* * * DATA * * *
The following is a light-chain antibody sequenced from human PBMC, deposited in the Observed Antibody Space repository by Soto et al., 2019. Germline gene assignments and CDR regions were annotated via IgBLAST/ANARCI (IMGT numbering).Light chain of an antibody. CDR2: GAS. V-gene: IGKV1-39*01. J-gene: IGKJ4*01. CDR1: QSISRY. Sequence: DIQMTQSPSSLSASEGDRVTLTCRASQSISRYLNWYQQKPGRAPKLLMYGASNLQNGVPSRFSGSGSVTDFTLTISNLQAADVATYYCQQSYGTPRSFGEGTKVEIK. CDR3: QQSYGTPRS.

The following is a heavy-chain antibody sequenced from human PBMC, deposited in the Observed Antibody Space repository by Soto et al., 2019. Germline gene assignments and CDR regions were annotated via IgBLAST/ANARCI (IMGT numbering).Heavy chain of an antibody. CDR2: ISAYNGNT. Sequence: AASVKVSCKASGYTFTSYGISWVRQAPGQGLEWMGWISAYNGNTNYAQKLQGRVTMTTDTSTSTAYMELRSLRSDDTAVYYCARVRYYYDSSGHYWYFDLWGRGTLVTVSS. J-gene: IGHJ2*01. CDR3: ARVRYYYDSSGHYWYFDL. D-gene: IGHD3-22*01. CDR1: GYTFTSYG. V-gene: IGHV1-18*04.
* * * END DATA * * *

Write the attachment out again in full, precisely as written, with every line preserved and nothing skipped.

The following is a light-chain antibody sequenced from human PBMC, deposited in the Observed Antibody Space repository by Soto et al., 2019. Germline gene assignments and CDR regions were annotated via IgBLAST/ANARCI (IMGT numbering).Light chain of an antibody. CDR2: GAS. V-gene: IGKV1-39*01. J-gene: IGKJ4*01. CDR1: QSISRY. Sequence: DIQMTQSPSSLSASEGDRVTLTCRASQSISRYLNWYQQKPGRAPKLLMYGASNLQNGVPSRFSGSGSVTDFTLTISNLQAADVATYYCQQSYGTPRSFGEGTKVEIK. CDR3: QQSYGTPRS.

The following is a heavy-chain antibody sequenced from human PBMC, deposited in the Observed Antibody Space repository by Soto et al., 2019. Germline gene assignments and CDR regions were annotated via IgBLAST/ANARCI (IMGT numbering).Heavy chain of an antibody. CDR2: ISAYNGNT. Sequence: AASVKVSCKASGYTFTSYGISWVRQAPGQGLEWMGWISAYNGNTNYAQKLQGRVTMTTDTSTSTAYMELRSLRSDDTAVYYCARVRYYYDSSGHYWYFDLWGRGTLVTVSS. J-gene: IGHJ2*01. CDR3: ARVRYYYDSSGHYWYFDL. D-gene: IGHD3-22*01. CDR1: GYTFTSYG. V-gene: IGHV1-18*04.